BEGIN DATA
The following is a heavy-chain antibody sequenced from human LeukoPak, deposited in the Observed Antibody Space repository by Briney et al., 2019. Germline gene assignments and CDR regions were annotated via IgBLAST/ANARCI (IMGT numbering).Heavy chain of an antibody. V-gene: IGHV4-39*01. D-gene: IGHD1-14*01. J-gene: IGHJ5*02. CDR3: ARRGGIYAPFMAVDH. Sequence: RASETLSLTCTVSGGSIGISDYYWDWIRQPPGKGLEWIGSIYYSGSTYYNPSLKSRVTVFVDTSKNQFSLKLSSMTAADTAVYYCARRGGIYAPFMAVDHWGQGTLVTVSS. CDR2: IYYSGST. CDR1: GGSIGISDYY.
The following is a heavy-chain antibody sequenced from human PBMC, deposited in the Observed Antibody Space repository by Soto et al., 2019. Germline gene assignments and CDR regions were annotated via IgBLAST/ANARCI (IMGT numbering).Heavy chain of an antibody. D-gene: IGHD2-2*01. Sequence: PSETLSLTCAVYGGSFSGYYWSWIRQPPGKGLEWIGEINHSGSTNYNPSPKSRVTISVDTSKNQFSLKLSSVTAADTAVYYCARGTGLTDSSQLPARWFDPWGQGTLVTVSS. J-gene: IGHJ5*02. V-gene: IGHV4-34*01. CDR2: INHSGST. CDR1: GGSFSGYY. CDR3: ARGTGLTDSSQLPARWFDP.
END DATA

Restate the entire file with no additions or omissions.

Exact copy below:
The following is a heavy-chain antibody sequenced from human LeukoPak, deposited in the Observed Antibody Space repository by Briney et al., 2019. Germline gene assignments and CDR regions were annotated via IgBLAST/ANARCI (IMGT numbering).Heavy chain of an antibody. V-gene: IGHV4-39*01. D-gene: IGHD1-14*01. J-gene: IGHJ5*02. CDR3: ARRGGIYAPFMAVDH. Sequence: RASETLSLTCTVSGGSIGISDYYWDWIRQPPGKGLEWIGSIYYSGSTYYNPSLKSRVTVFVDTSKNQFSLKLSSMTAADTAVYYCARRGGIYAPFMAVDHWGQGTLVTVSS. CDR2: IYYSGST. CDR1: GGSIGISDYY.
The following is a heavy-chain antibody sequenced from human PBMC, deposited in the Observed Antibody Space repository by Soto et al., 2019. Germline gene assignments and CDR regions were annotated via IgBLAST/ANARCI (IMGT numbering).Heavy chain of an antibody. D-gene: IGHD2-2*01. Sequence: PSETLSLTCAVYGGSFSGYYWSWIRQPPGKGLEWIGEINHSGSTNYNPSPKSRVTISVDTSKNQFSLKLSSVTAADTAVYYCARGTGLTDSSQLPARWFDPWGQGTLVTVSS. J-gene: IGHJ5*02. V-gene: IGHV4-34*01. CDR2: INHSGST. CDR1: GGSFSGYY. CDR3: ARGTGLTDSSQLPARWFDP.